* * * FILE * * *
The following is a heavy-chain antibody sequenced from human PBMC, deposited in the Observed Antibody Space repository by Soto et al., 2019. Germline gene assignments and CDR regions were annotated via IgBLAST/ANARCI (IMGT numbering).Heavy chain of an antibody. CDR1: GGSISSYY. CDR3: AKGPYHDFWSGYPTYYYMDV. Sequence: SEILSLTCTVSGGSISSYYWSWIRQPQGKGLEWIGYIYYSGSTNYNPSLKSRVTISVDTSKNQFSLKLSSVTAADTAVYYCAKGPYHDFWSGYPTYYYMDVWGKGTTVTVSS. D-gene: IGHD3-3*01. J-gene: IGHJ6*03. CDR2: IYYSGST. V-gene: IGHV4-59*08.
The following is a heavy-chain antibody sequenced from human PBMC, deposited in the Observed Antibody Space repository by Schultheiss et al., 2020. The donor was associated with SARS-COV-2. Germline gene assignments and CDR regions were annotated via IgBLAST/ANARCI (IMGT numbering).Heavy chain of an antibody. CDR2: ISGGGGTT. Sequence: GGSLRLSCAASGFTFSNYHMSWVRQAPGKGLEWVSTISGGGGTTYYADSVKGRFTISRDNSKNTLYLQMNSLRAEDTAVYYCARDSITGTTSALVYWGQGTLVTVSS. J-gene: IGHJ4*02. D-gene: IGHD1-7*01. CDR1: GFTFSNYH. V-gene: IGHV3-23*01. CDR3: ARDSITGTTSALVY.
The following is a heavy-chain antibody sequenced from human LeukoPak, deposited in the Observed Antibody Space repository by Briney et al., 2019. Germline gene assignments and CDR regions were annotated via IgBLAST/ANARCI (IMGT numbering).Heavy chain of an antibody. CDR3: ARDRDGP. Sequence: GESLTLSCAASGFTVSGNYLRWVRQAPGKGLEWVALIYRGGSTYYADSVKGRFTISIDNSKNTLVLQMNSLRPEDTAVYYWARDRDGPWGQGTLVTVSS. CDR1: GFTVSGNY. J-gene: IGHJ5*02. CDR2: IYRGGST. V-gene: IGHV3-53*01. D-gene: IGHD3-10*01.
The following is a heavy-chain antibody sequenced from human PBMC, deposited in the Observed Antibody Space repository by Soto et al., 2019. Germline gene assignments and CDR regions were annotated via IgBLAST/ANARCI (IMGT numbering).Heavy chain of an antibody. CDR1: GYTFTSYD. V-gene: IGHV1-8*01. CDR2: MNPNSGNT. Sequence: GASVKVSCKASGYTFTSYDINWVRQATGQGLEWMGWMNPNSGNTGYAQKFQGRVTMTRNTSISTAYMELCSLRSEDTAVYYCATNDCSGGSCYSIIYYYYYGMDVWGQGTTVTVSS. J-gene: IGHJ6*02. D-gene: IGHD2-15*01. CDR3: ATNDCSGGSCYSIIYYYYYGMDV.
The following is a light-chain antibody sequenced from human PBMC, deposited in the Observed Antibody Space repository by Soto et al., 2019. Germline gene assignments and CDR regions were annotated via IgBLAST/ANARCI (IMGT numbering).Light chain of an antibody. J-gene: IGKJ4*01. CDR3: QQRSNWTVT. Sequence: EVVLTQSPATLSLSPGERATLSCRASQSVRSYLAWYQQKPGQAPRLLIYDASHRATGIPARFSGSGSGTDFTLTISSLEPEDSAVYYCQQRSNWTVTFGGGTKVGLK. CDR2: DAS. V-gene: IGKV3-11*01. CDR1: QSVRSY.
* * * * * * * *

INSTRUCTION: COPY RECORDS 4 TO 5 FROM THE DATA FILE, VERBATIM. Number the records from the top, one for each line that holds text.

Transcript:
The following is a heavy-chain antibody sequenced from human PBMC, deposited in the Observed Antibody Space repository by Soto et al., 2019. Germline gene assignments and CDR regions were annotated via IgBLAST/ANARCI (IMGT numbering).Heavy chain of an antibody. CDR1: GYTFTSYD. V-gene: IGHV1-8*01. CDR2: MNPNSGNT. Sequence: GASVKVSCKASGYTFTSYDINWVRQATGQGLEWMGWMNPNSGNTGYAQKFQGRVTMTRNTSISTAYMELCSLRSEDTAVYYCATNDCSGGSCYSIIYYYYYGMDVWGQGTTVTVSS. J-gene: IGHJ6*02. D-gene: IGHD2-15*01. CDR3: ATNDCSGGSCYSIIYYYYYGMDV.
The following is a light-chain antibody sequenced from human PBMC, deposited in the Observed Antibody Space repository by Soto et al., 2019. Germline gene assignments and CDR regions were annotated via IgBLAST/ANARCI (IMGT numbering).Light chain of an antibody. J-gene: IGKJ4*01. CDR3: QQRSNWTVT. Sequence: EVVLTQSPATLSLSPGERATLSCRASQSVRSYLAWYQQKPGQAPRLLIYDASHRATGIPARFSGSGSGTDFTLTISSLEPEDSAVYYCQQRSNWTVTFGGGTKVGLK. CDR2: DAS. V-gene: IGKV3-11*01. CDR1: QSVRSY.